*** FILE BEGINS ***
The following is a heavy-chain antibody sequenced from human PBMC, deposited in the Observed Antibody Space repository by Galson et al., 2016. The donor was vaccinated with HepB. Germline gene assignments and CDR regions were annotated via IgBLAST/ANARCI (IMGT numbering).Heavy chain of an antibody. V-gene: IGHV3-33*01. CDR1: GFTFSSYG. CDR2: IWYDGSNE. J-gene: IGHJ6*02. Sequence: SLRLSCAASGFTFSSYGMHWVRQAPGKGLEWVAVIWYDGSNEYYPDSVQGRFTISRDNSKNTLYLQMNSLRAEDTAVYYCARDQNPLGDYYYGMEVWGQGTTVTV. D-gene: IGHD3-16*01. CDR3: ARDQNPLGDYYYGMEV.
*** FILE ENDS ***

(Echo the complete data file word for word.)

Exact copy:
The following is a heavy-chain antibody sequenced from human PBMC, deposited in the Observed Antibody Space repository by Galson et al., 2016. The donor was vaccinated with HepB. Germline gene assignments and CDR regions were annotated via IgBLAST/ANARCI (IMGT numbering).Heavy chain of an antibody. V-gene: IGHV3-33*01. CDR1: GFTFSSYG. CDR2: IWYDGSNE. J-gene: IGHJ6*02. Sequence: SLRLSCAASGFTFSSYGMHWVRQAPGKGLEWVAVIWYDGSNEYYPDSVQGRFTISRDNSKNTLYLQMNSLRAEDTAVYYCARDQNPLGDYYYGMEVWGQGTTVTV. D-gene: IGHD3-16*01. CDR3: ARDQNPLGDYYYGMEV.